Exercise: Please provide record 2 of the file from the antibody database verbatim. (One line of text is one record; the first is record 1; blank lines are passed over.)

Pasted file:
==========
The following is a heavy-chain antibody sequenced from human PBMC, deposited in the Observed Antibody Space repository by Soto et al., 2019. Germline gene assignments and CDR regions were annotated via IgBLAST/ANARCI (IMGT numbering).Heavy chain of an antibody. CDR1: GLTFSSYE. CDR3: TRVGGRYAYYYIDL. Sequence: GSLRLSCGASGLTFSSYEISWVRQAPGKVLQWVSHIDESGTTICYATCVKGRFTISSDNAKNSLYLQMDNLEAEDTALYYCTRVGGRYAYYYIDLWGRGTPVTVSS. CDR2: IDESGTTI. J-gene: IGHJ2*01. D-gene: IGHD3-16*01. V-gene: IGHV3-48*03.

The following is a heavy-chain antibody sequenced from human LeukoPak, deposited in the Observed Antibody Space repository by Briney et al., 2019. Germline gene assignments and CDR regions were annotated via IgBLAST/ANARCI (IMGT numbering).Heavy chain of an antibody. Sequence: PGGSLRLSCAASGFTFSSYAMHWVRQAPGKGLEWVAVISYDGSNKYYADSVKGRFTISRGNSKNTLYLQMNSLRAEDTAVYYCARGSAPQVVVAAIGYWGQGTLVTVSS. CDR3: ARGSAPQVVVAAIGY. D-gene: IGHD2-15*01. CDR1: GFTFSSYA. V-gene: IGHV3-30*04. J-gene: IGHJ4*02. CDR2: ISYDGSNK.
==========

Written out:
The following is a heavy-chain antibody sequenced from human LeukoPak, deposited in the Observed Antibody Space repository by Briney et al., 2019. Germline gene assignments and CDR regions were annotated via IgBLAST/ANARCI (IMGT numbering).Heavy chain of an antibody. Sequence: PGGSLRLSCAASGFTFSSYAMHWVRQAPGKGLEWVAVISYDGSNKYYADSVKGRFTISRGNSKNTLYLQMNSLRAEDTAVYYCARGSAPQVVVAAIGYWGQGTLVTVSS. CDR3: ARGSAPQVVVAAIGY. D-gene: IGHD2-15*01. CDR1: GFTFSSYA. V-gene: IGHV3-30*04. J-gene: IGHJ4*02. CDR2: ISYDGSNK.